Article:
The group Students First had long been a particular irritant to classroom teachers and advocates for public schools. Headed by former Washington D.C. public schools superintendent Michelle Rhee, Students First lobbies in state legislatures and donates to political candidates to pass laws that reduce teachers’ job security and professional status, link their pay and evaluations to student scores on standardized tests, and erode teachers’ collective bargaining rights.

Students First is by no means a “grassroots” organization. The group has significant financial backing from Rupert Murdoch, the Walton Family of Walmart fame, and deep-pocketed hedge-fund investors.

Rhee’s organization has used Change.org’s platform to harvest over 2 million email addresses – which the organization claims as “members” – in response to its petitions focusing on teachers, immigration reform, anti-bullying, and other issues that resonate with progressives.

Teacher and activist Nancy Flanagan, writing on her blog at the website for the education trade newspaper Education Week, explains how Rhee and her group was able to use Change.org to get untold numbers of well-meaning activists to unwittingly lend their support to the cause of union-busting:

While working on the Save Our Schools campaign, I got a call from an enraged supporter who signed a Save Our Schools-endorsed petition at Change.Org and was immediately taken to the StudentsFirst site. “Please tell me,” she said through clenched teeth, “that Save Our Schools is not affiliated in any way with Michelle Rhee.”

So I spoke with Change.Org… I asked why Change.Org thought StudentsFirst was a progressive cause – the kind of initiative that pushed real democracy forward. There was a pause. Then the nice young man I was speaking to said, “Well, there was actually a lot of talk around the office about that.” Discreet. In the end, Students First becomes a revenue stream for Change.Org – $1.75 for every signature-cum-email they snag.

In many respects Students First served as Change.org’s initial foray – going back to March 2011, according to Grim – into the controversy of taking clients with anti-progressive agendas and allowing them to tap into good causes promoted on the site.

And when the company was called on it, during the controversy surrounding the Chicago teachers strike, Chang.org declared it would do “the right thing,” as was trumpeted in a diary on Daily Kos, and drop the bad actor from the site.

Now we know what Change.org really had in mind. Instead of actually dropping Students First, it has been retooling itself to get more advertisers like Students First.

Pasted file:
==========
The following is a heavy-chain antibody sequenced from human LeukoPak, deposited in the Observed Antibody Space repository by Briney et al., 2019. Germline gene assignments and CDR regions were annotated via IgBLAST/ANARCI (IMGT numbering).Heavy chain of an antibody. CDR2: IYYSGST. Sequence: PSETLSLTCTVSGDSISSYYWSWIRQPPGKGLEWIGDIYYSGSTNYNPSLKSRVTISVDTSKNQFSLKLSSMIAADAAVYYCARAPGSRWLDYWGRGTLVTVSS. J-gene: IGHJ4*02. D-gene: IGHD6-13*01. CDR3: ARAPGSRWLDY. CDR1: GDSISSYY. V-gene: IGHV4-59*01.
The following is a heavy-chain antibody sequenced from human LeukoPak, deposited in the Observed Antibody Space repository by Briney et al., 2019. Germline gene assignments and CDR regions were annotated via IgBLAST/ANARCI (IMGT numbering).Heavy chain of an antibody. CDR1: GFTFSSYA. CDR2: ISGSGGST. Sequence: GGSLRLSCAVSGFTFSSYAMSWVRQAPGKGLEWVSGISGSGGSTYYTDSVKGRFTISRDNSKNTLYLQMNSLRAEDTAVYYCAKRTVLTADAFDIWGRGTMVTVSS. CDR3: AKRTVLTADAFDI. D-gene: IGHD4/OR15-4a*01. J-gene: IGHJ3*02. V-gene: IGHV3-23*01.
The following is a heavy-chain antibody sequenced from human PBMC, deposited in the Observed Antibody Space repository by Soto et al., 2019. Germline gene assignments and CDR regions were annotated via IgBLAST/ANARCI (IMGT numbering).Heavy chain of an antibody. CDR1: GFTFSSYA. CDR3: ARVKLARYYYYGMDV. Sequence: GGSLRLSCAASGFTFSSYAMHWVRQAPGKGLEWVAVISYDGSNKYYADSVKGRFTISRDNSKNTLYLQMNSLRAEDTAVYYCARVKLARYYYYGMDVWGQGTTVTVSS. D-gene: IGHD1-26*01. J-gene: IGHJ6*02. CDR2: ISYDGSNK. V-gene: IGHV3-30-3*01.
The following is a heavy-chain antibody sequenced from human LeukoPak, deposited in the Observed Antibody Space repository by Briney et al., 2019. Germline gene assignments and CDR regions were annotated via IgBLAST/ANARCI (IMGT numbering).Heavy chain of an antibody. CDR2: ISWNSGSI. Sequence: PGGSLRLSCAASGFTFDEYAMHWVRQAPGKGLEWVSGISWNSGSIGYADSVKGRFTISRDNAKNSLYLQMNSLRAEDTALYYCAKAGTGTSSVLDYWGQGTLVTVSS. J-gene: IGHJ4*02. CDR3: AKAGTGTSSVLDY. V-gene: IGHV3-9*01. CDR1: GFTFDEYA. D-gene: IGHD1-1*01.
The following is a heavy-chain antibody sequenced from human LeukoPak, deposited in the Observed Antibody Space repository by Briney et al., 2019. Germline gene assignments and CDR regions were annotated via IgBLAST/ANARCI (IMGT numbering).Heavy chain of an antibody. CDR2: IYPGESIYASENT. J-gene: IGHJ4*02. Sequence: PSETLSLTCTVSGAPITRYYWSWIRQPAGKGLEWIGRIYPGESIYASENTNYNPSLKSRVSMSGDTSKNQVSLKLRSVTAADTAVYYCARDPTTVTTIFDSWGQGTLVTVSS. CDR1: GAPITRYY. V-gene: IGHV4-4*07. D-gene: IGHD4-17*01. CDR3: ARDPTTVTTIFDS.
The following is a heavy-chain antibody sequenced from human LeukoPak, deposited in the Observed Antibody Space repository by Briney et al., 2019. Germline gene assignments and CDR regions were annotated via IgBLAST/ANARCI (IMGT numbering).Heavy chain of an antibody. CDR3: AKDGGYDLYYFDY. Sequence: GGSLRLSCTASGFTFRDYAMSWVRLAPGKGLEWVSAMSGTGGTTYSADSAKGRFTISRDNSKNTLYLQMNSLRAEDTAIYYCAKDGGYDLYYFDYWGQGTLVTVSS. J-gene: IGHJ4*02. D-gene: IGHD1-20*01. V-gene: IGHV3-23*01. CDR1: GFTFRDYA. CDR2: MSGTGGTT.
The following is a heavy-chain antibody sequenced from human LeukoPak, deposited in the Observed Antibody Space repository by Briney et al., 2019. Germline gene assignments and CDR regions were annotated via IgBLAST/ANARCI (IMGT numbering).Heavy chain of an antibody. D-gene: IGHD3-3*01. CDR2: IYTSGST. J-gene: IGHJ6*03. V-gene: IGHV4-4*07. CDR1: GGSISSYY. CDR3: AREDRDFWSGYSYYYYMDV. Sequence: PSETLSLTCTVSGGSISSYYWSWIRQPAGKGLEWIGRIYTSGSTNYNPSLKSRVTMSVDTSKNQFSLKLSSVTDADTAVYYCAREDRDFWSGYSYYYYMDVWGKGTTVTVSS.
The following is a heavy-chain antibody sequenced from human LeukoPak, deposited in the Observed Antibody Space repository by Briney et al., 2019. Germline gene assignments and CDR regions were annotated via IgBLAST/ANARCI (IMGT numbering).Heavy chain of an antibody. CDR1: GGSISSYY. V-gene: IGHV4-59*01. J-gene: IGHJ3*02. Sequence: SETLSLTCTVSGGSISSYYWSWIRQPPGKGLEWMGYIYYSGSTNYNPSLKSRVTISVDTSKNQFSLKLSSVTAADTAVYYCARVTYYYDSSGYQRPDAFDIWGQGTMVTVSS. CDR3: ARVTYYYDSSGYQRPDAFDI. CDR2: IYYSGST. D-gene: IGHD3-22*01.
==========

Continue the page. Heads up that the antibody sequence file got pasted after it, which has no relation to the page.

A Trust Violated?

As Change.org transitions to the new advertising policies, it is also changing its mission. That new mission statement — “to empower people everywhere to create the change they want to see” – was introduced to staff members in a company email on September 28 from CEO Ben Rattray.

Maybe among people who believe “corporations are people, my friend,” Change.org’s move to open its site to the largest and most powerful actors in society aligns with a mission to “empower people.” But since when has “change” come from serving the most powerful?

It’s also important to remember the aura around Change.org that helped the company build its reputation and advance its business.

In a gushing portrait of Rattray that recently ran in the San Francisco Chronicle, reporter Meredith May proclaims, “Using a David versus Goliath framework, Change.org galvanizes people to turn their personal stories of hardships into online uprisings that get banks to drop fees, the movie industry to change film ratings, judges to unshackle minors, and countries to create new human rights protections.”

May didn’t just make that up. Rattray personally has done much to brand his company with a “truth to power” narrative. In a video interview available on YouTube, he declares that the purpose of Change.org is to “change the balance of power between individuals and large corporations and government.”

And in a TED Talk, also available on YouTube, Rattray regales the adoring audience with story after story of Change.org helping “a David fighting a seemingly insurmountable campaign against a Goliath” – and winning.

One has to wonder, given Change.org’s new advertising policy, does Rattray not understand that David and Goliath have never been on the same team?